SFC Hinds told me later the Marine continued to stand and fight, without complaining, until his extraction. “A real Marine” I remember Hinds saying. We returned later in the afternoon with another aircraft, 17715, and went down once more, this time safely getting three Recondo members out on a string.

Another ship went down and finished the extraction. I remember two things distinctly about this mission…(1) Wolf Pack suppressed the hell out of that area. CPT Black was the fire team lead and he was shooting so close to us that something bounced off my knee and ripped a small hole in my nomex. (2) When we got our team back to the airfield, they unhooked from the McGuire Rig and began greeting the ground personnel from Recondo. When the second bird came in with SFC Hinds on a string, he unhooked and climbed in the back of both aircraft and shook the entire crew’s hands. Then he went to his team members and marched off into the darkness.

I soon wound my way to Wolf Pack and my most memorable C Model mission was a combination of overconfidence and underperformance. I was in aircraft 236 on a sniffer mission with 1LT Jim Holt, my rater of all people, in the left seat. I was showing off, flying a bit too low in a heavy gunship, and trying to emulate the slick moves of the slick driver in front of us, when he did a cyclic climb over a small ridge. I did the same maneuver when all of a sudden the airspeed and RPM started dropping, rapidly. With the nose in the air and our upward movement really slowing down, I somehow made the correct decision, which was right cyclic and right pedal, while I made a radio transmission that sounded something like “Get out of the way back there, I’m coming your way.”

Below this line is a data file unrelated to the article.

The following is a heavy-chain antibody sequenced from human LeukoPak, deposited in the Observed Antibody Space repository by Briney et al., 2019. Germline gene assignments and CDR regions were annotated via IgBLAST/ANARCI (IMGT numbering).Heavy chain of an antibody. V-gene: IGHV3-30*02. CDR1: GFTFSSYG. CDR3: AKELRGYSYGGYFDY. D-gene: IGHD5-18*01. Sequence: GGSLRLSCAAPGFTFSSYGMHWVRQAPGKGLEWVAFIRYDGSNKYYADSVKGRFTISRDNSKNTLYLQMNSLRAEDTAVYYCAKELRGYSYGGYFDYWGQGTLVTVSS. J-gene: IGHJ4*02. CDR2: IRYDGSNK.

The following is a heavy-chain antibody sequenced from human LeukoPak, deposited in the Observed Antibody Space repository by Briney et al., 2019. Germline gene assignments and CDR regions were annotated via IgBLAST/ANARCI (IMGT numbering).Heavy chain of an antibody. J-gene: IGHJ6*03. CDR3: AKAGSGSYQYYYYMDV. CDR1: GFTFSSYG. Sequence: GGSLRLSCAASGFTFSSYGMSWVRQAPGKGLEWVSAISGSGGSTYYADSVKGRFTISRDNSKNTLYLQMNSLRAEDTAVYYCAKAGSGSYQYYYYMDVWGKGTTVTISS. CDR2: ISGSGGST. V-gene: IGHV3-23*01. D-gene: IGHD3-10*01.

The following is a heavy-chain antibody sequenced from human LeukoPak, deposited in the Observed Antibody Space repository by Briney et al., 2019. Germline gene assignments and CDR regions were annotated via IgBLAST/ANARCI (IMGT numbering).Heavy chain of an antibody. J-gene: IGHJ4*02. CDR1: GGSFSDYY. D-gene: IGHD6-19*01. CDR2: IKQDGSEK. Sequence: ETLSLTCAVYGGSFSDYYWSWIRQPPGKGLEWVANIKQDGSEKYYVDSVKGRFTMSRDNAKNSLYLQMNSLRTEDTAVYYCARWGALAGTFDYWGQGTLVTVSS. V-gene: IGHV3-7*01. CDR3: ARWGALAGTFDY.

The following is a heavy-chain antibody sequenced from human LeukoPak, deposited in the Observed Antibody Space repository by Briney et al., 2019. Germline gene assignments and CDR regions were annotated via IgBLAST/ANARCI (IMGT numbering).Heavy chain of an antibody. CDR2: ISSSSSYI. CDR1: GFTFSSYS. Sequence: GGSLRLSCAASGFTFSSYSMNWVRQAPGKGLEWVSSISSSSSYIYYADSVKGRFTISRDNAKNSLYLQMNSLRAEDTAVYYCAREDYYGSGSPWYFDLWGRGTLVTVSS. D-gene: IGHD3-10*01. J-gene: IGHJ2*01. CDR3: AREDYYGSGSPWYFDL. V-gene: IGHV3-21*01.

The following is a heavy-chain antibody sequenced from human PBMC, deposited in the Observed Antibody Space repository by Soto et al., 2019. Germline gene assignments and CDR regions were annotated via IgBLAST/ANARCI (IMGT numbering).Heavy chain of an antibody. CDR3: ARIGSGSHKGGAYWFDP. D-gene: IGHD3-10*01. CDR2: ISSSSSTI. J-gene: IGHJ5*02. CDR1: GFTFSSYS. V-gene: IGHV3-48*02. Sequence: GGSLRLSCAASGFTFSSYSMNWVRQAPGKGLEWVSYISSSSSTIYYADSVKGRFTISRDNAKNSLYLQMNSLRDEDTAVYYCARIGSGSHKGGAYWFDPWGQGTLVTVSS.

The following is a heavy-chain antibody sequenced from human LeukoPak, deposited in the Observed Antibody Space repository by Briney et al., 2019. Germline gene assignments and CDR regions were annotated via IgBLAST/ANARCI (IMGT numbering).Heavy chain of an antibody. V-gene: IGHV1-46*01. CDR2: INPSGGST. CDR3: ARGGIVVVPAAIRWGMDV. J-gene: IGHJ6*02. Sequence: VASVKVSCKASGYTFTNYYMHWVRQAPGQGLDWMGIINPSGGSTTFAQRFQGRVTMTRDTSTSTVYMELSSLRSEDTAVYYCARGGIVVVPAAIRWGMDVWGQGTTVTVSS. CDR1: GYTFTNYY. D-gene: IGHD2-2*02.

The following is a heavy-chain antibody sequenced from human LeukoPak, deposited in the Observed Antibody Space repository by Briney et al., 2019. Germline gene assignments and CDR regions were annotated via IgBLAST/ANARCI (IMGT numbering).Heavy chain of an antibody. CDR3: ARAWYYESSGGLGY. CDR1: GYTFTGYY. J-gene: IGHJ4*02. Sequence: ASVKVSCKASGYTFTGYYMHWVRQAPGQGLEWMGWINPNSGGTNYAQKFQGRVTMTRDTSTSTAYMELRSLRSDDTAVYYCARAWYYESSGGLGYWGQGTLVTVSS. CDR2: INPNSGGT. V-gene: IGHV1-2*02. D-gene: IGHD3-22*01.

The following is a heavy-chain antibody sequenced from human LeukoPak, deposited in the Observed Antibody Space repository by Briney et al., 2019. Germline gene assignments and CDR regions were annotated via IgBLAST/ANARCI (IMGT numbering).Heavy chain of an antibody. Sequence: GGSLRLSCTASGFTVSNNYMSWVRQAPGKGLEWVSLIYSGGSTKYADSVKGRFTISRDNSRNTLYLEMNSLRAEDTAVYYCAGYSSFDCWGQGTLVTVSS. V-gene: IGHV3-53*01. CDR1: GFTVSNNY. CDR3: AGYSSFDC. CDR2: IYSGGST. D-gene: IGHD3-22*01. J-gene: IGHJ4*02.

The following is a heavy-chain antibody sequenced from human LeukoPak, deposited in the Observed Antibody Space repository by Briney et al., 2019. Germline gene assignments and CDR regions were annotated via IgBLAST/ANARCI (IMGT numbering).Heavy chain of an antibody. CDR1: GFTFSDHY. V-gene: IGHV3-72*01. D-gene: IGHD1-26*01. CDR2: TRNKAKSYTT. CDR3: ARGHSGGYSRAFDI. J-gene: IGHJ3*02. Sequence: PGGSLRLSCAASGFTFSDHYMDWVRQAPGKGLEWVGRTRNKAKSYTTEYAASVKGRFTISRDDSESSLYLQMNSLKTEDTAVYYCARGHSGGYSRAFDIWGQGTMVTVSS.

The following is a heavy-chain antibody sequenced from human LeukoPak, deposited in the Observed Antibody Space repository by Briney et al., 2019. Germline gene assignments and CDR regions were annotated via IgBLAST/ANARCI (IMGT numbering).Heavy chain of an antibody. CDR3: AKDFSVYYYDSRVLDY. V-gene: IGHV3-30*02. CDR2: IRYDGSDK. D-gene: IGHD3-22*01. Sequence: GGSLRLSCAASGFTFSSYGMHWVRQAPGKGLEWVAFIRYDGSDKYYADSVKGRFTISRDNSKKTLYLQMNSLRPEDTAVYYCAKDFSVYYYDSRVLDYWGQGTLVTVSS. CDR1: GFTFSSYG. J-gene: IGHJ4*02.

We were now heading downhill but the RPM was somewhere near the 6000 mark and there was this huge dead tree sticking up in front of us. Here is where I got lucky. I climbed right again, but had to increase collective in an attempt to clear the tree. We smacked part of it but as soon as we cleared it I glanced at the tack and saw the needles well below 6000 and I dumped the collective again. Poof, I was somehow over a streambed and able to descend enough to get the RPM back. I then remember 1LT Holt thanking me for remembering which foot to use because he thought we were all heading for the trees. I think it had to be because I was sitting in the right seat, because I didn’t remember enough about aerodynamics to know which pedal to use in situations like that until much later in my flying career. I have a ton more of Wolf Pack stories but this one was boring enough so that will be all for now.

About the author: After a year of college, he joined the Army for flight school, spent a year in Vietnam as a slick and gunship pilot, came home to instruct for a year, got married, returned to college and graduated from Texas A&M in 1973, returned to the Army and retired in 1990 with the exalted rank of major. His callsign: Bandit & Wolf Pack 33
10/68-10/69.

Thank you, Jeffrey for your service, sacrifice, and ongoing support!